Thanks for the input but I since I don't live in the US, fox distributors are EXTREMELY hesitant about shipping me their fine product. If I do get any pepper spray, I get it though the black market (pepper spray also illegal where i live :cuss: ) and it's most often lesser known brands.
On striking targets, my escrima classes emphasise strikes to the shoulder blades, upper arms and elbows. I'll probably go for those areas out of sheer habit.
Lastly, assaults in my country is often akin to mob violence (police arrests are seldom for one on one altercations, it's for RIOTING). As such, "assaultees" often end up using lethal force just to stay alive.
Will be getting hold of a second hand eastern european expandable baton tonight. Thanks for all the input people! :)
February 23, 2003, 05:27 AM
A lot of good, but differing points made above.
-It's not the weapon, it's the skill of the user that matters.
-Heavier baton *may* be more effective, but is also FAR more difficult to carry, and is far more fatiguing to carry, just like a large, heavy gun. I know from experience.
-Lighter baton may be better because it allows for quicker strikes; you can keep it moving, making it more difficult for opponent to grab hold, whereas if you are swinging a heavier baton like a bat, it would be easier for opponent to grab in between swings. You are also more likely to carry a lighter baton with you more often.
-I don't know a thing about the Winchester batons, and because they don't have much of a track record, I personally would recommend you stick with the two proven brands: Monadnock & ASP
-I would recommend the Monadnock Autolock for several reasons:
- Heavy. Don't know how it compares to the Winchesters, but its got a nice heft to it, moreso than the ASPs.
- Will NOT lock open as the ASP's can do. ASPs have locked open which can be a huge pain, ESP. if it happens during practice. (you wouldn't be inclined to practice as much.) I've read it is not uncommon for the ASPs to lock open. The Airweights are particularly suceptible to this, as well as to bending/breakage because they are made of a lighter aluminum alloy.
- Ease of opening/closing. (Pushbutton Autolock system)
Hmmm..that's all for now....
February 23, 2003, 08:10 PM
A question for both Smoke and Dr Jones,
Since it's already been established that Winchester batons are heavy and tough to conceal, are there anyways around these two weaknesses?
Are there any good weight training exercises that you both can recommend that are good for stick fighters? Any suggestions for a good belt holster that minimises the exposure of a winchester baton?
The reason I am asking is because I will be visiting my brother in the US and he's offerred to sell me his used winchester baton.
February 23, 2003, 09:51 PM
Just looked it up, and the weight of my 26" Monadnock Autolock is about 22 oz. (Close to 2 lbs) Sorry, don't know what that is in kilos.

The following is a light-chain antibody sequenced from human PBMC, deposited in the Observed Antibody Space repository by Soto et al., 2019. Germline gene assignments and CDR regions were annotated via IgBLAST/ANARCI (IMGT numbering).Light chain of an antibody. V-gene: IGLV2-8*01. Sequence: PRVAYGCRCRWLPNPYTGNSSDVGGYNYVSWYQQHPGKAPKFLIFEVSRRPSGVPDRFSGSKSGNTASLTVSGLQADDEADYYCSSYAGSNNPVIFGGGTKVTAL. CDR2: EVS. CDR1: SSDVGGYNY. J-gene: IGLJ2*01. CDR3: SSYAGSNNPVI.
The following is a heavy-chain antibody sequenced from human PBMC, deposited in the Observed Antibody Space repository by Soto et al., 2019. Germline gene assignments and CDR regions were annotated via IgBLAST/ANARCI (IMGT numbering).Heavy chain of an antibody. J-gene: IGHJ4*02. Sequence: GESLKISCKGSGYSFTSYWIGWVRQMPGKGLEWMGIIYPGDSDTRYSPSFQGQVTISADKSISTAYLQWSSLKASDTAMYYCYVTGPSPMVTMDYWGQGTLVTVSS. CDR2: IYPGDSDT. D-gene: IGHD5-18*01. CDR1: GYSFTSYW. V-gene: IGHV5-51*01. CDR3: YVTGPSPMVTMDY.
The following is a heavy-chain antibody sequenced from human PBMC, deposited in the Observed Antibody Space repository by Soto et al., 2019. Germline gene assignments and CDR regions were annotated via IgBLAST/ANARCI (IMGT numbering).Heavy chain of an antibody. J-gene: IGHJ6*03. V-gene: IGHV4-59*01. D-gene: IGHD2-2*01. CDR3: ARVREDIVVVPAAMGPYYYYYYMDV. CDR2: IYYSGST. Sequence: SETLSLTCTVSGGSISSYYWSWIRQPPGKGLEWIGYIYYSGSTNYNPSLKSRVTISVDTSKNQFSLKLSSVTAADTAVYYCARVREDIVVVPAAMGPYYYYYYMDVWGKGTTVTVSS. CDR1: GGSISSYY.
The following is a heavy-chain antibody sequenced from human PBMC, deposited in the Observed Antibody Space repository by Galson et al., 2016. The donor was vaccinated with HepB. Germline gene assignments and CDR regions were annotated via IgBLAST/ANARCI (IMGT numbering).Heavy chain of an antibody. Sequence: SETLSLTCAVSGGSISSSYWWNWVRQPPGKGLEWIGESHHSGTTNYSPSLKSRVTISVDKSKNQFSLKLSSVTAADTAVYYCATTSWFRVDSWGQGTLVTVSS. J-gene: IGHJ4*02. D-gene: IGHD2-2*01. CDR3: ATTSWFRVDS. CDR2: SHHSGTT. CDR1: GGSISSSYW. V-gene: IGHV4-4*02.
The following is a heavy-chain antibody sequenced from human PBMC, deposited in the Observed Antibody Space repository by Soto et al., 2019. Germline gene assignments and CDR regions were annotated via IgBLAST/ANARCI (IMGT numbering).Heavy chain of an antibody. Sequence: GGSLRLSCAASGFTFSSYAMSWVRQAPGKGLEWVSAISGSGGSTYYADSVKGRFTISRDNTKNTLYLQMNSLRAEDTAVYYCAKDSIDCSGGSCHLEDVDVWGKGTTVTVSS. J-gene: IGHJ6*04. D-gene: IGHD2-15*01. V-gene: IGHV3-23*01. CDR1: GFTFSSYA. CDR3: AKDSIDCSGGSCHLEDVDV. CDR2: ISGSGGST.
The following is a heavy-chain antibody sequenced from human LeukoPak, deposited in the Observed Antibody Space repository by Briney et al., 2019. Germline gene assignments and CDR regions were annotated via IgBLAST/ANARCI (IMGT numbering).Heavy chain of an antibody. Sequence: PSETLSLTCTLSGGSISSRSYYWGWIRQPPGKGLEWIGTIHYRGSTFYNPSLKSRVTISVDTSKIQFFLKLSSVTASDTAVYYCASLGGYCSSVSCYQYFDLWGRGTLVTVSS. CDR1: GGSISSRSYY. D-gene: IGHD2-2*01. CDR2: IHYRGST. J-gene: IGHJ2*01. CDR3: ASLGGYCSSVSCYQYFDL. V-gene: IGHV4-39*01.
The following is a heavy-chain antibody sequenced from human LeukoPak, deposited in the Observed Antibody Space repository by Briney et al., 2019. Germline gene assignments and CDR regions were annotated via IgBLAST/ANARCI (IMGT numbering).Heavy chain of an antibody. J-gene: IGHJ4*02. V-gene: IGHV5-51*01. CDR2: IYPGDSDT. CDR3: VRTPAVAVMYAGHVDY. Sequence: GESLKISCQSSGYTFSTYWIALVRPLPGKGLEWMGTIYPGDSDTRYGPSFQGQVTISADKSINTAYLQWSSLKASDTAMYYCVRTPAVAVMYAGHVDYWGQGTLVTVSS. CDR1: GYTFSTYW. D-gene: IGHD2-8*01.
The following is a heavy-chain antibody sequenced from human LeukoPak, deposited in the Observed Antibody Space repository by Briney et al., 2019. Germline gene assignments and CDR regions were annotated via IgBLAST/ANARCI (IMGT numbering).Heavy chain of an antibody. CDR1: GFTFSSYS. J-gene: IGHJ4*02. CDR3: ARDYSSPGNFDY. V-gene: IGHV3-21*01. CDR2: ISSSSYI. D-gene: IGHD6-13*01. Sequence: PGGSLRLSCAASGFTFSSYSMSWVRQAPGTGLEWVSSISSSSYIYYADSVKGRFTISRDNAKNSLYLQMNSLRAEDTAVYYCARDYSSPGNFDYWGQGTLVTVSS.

Regardless, that's a fair amount of weight to try to carry.
I have searched extensively, and have not found a single baton holder that lends itself well to concealed carry. (Except the ASP shoulder scabbard that someone linked above, which looks REALLY cool and effective. Unfortunately, it does not work with Monadnocks. :mad: )
Surprisingly, what often works quite well is if I just stick it in my waistband in the front of my pants. The rubber "Supergrip" keeps it in place quite well.
I suppose if you really strengthened up your entire arm, forearm, and shoulders, you may not feel the weight as much.
Or just train and practice with it a lot.
Oh and also: didn't someone above mention that these aren't really meant to be used one-handed?
February 23, 2003, 09:54 PM
Couple more thoughts:
No matter how strong you get, or how much you train with a heavy baton, that's not going to change the way it feels when you are carrying it.
Also, there are distinct advantages to slow and heavy vs. fast and light.
Slow & Heavy: Less blows needed to produce desired effect. If you could end the confrontation with one hard hit, so much the better.
On the downside of S&H, if you had more than one opponent, S&H could work to your disadvantage.
February 23, 2003, 10:00 PM
so I suppose it's more a matter of the man fitting the baton than it is the baton fitting the man. If I am not wrong, a 21" winchester is an ounce heavier than your monadnock. I suppose working out with dumbells everyday is in order then.........
:D If only lightsabres were available, I would not have to bother with batons.
February 24, 2003, 09:02 AM
Strikes with a stick should be made to the wrists, elbows, shoulders, ribs [ if the BG open up enough to access them ], knees, etc.
Basically you want to go for joints on the arms. Stay away from the head shots if possible unless you want to cause death or coma and possibly be charged with a crime yourself.
Basically in a defensive posture you want to defend against the attacking limbs as thats where the threat is coming from.
I don't carry an asp baton daily myself but would only consider carrying the lightweight aluminum which I own. It's the medium length lightweight I prefer.
Gives me enough reach, is extremely fast in the hand and can be carried all day without undue weight as in the all steel versions.
Again, please realize that the orientals developed stick fighting using light bamboo sticks instead of something heavier [ which they could have come up with ]. Centuries with the sticks has them using light not heavy. Must be a reason for that decision.